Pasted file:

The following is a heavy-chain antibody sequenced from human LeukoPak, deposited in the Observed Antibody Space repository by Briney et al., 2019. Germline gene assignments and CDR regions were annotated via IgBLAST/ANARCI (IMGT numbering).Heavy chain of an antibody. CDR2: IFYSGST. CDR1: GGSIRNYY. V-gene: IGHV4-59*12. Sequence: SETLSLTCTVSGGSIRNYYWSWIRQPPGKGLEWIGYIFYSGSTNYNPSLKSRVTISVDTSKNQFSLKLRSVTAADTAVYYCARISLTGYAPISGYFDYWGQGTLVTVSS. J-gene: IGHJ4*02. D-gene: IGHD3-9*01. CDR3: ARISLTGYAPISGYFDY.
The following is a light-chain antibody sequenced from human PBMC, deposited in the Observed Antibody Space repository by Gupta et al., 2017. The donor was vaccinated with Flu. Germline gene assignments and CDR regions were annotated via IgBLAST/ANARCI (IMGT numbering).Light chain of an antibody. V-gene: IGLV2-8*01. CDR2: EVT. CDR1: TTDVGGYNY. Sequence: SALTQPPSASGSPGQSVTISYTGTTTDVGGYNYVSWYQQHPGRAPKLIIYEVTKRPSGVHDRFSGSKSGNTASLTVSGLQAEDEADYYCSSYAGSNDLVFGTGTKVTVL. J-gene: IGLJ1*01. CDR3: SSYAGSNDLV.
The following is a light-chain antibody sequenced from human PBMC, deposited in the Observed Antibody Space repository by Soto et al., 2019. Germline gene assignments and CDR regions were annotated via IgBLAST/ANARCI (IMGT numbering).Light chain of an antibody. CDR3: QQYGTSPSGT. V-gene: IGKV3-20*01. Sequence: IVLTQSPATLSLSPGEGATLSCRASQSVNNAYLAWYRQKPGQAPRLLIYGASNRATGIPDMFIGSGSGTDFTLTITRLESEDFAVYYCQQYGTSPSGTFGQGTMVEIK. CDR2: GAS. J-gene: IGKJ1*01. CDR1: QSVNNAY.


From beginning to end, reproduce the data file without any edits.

The following is a heavy-chain antibody sequenced from human LeukoPak, deposited in the Observed Antibody Space repository by Briney et al., 2019. Germline gene assignments and CDR regions were annotated via IgBLAST/ANARCI (IMGT numbering).Heavy chain of an antibody. CDR2: IFYSGST. CDR1: GGSIRNYY. V-gene: IGHV4-59*12. Sequence: SETLSLTCTVSGGSIRNYYWSWIRQPPGKGLEWIGYIFYSGSTNYNPSLKSRVTISVDTSKNQFSLKLRSVTAADTAVYYCARISLTGYAPISGYFDYWGQGTLVTVSS. J-gene: IGHJ4*02. D-gene: IGHD3-9*01. CDR3: ARISLTGYAPISGYFDY.
The following is a light-chain antibody sequenced from human PBMC, deposited in the Observed Antibody Space repository by Gupta et al., 2017. The donor was vaccinated with Flu. Germline gene assignments and CDR regions were annotated via IgBLAST/ANARCI (IMGT numbering).Light chain of an antibody. V-gene: IGLV2-8*01. CDR2: EVT. CDR1: TTDVGGYNY. Sequence: SALTQPPSASGSPGQSVTISYTGTTTDVGGYNYVSWYQQHPGRAPKLIIYEVTKRPSGVHDRFSGSKSGNTASLTVSGLQAEDEADYYCSSYAGSNDLVFGTGTKVTVL. J-gene: IGLJ1*01. CDR3: SSYAGSNDLV.
The following is a light-chain antibody sequenced from human PBMC, deposited in the Observed Antibody Space repository by Soto et al., 2019. Germline gene assignments and CDR regions were annotated via IgBLAST/ANARCI (IMGT numbering).Light chain of an antibody. CDR3: QQYGTSPSGT. V-gene: IGKV3-20*01. Sequence: IVLTQSPATLSLSPGEGATLSCRASQSVNNAYLAWYRQKPGQAPRLLIYGASNRATGIPDMFIGSGSGTDFTLTITRLESEDFAVYYCQQYGTSPSGTFGQGTMVEIK. CDR2: GAS. J-gene: IGKJ1*01. CDR1: QSVNNAY.